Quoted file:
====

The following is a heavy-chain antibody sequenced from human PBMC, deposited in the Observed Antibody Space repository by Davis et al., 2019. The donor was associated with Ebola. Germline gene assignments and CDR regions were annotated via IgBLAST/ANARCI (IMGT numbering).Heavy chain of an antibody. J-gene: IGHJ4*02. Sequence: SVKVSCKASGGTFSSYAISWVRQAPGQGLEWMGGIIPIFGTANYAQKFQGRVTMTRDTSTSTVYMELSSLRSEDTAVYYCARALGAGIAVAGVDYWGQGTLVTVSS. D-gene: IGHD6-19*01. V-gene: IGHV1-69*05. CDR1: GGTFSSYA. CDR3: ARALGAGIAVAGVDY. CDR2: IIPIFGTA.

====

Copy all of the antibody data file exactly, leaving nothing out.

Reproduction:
The following is a heavy-chain antibody sequenced from human PBMC, deposited in the Observed Antibody Space repository by Davis et al., 2019. The donor was associated with Ebola. Germline gene assignments and CDR regions were annotated via IgBLAST/ANARCI (IMGT numbering).Heavy chain of an antibody. J-gene: IGHJ4*02. Sequence: SVKVSCKASGGTFSSYAISWVRQAPGQGLEWMGGIIPIFGTANYAQKFQGRVTMTRDTSTSTVYMELSSLRSEDTAVYYCARALGAGIAVAGVDYWGQGTLVTVSS. D-gene: IGHD6-19*01. V-gene: IGHV1-69*05. CDR1: GGTFSSYA. CDR3: ARALGAGIAVAGVDY. CDR2: IIPIFGTA.